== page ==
Skip to content

Ovation: The NAMES Project AIDS Quilt – 25 Years Later.


I feel old today.  I participated in the 1987 March on Washington for LGBT equality.  It was one of the most liberating days of my life.  To be surrounded by thousands of LGBT people that were seeking nothing but the same happiness and freedom that I wanted, was truly a celebration.  I met people from across the country that understood my life.  They understood my feelings and my struggles.  They understood ME.

And it was also a very sad day because, for the first time, I met people that had lost loved ones to AIDS.  While I was learning about who I was, what I wanted and how I needed to live, I met people that had already found their answers.  I met men and women that had found the deep love that I so desperately wanted, needed and deserved.  They had found it and lost it before I had discovered exactly what it was.  And they memorialized their lost loves via The NAMES Project AIDS Quilt which was displayed for the first time.

Each quilt panel is 3’by 6’, the approximate size of the average grave, and is arranged with similar panels into 12’ by 12’ sections called blocks.  The quilt is warehoused in Atlanta when not being displayed and continues to grow.  Currently, it consists of more than 46,000 individual memorial panes representing over 91,000 people and it weighs an estimated fifty-four tons.  Sadly, it is said that the quilt represents only about 20% of the people lost to AIDS related causes.

Twenty-five years later, the world has changed dramatically and those of us who were there in 1987 have a unique appreciation of those changes.  While the spread of HIV/AIDS has slowed and treatments, including expensive antiretrovirals, can slow the course of the disease, there is still no known cure or vaccine.

So much has changed since 1987.  I’m confident that even more change is on the way.  Hopefully, in my lifetime.

Copyright © 2012

From → Ovations

  1. Wow – what a fantastic quilt. I never knew that it was the size of a grave plot. So sad that all these years later and with the advancement of medicine, there is still no cure.

    I was 14 in 1987 and got swept up in the drama and rumors of the disease. I’m not sure if you remember that.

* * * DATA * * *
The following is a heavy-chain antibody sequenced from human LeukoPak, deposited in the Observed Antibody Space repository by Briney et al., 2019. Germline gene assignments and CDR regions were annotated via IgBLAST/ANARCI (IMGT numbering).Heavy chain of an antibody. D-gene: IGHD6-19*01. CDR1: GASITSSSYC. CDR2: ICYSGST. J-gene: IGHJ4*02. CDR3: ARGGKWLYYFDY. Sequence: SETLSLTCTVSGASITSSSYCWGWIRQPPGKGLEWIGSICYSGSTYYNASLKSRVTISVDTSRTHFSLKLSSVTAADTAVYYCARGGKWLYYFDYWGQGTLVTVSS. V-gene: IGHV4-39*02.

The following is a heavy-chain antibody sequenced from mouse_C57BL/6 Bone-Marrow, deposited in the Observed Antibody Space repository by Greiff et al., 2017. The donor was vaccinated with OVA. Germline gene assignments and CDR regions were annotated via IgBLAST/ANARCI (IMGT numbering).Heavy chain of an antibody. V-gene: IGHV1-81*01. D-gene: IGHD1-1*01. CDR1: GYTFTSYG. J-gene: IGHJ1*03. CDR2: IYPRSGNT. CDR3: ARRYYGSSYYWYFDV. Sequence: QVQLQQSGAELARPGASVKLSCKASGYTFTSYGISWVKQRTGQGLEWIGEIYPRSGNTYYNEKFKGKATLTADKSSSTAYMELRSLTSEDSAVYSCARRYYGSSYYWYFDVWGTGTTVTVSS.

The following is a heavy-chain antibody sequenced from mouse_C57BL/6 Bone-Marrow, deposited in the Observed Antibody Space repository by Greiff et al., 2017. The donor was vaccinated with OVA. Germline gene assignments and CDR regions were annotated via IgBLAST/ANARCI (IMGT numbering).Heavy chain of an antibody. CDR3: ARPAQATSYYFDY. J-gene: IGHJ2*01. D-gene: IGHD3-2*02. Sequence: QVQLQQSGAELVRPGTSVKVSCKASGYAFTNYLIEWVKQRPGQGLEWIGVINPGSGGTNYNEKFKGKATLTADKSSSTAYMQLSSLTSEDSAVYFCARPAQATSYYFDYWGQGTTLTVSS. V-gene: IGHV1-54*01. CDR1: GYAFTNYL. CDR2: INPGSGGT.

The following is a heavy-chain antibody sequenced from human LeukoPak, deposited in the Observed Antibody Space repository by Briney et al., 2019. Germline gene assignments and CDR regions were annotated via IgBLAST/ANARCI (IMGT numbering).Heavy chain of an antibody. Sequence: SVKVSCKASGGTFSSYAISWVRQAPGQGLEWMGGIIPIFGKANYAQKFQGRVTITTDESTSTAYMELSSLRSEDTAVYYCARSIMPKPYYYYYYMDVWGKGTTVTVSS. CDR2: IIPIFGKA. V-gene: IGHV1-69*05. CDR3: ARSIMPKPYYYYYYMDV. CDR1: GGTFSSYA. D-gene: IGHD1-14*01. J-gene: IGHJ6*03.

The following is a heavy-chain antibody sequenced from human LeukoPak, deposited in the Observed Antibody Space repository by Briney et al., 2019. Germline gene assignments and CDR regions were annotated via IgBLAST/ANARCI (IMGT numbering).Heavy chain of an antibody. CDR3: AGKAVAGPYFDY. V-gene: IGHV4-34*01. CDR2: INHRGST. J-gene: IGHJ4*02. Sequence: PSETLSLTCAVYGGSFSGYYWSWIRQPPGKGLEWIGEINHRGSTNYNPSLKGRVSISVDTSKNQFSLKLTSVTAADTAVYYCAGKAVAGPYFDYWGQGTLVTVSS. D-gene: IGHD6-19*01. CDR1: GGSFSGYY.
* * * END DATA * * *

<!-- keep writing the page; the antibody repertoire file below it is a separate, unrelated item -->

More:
Gosh, 91,000 people and that only represents 20%…

    Thought provoking post.


  2. The last time i saw the quilt was when we lived in Miami. It never ceases to amaze me that just walking around those panels, reading names, quips and quotes could move me so quickly to tears.


  3. Inspiring and uplifting! What a wonderful day that must have been! A single intensified day of belonging and being truly understood. And I had no idea about the quilt panels being the size of graves. But then, I’m always learn something new when I read one of your posts! 🙂


    • It really was a wonderful day. I’ll never forget it. (I got to play the piccolo solo from “Stars & Stripes Forever” in front of the Capitol Building!) (And I got a bad sunburn!)

      Thanks again for the kind words. You inspire me.


      • A piccolo solo of Stars and Stripes Forever in front of the Capitol Building? Does it get any better? I don’t thinks so! 🙂 You inspire me too!


  4. My Grandmother made one of those sections for my Uncle who passed. She and my sister even went out to DC for the dedication. We have come so far, yet there is so much further to go in fighting this terrible epidemic.


Please LIKE and Share.

Fill in your details below or click an icon to log in: Logo

You are commenting using your account. Log Out / Change )

Twitter picture

You are commenting using your Twitter account. Log Out / Change )

Facebook photo

You are commenting using your Facebook account. Log Out / Change )

Google+ photo

You are commenting using your Google+ account. Log Out / Change )

Connecting to %s

%d bloggers like this: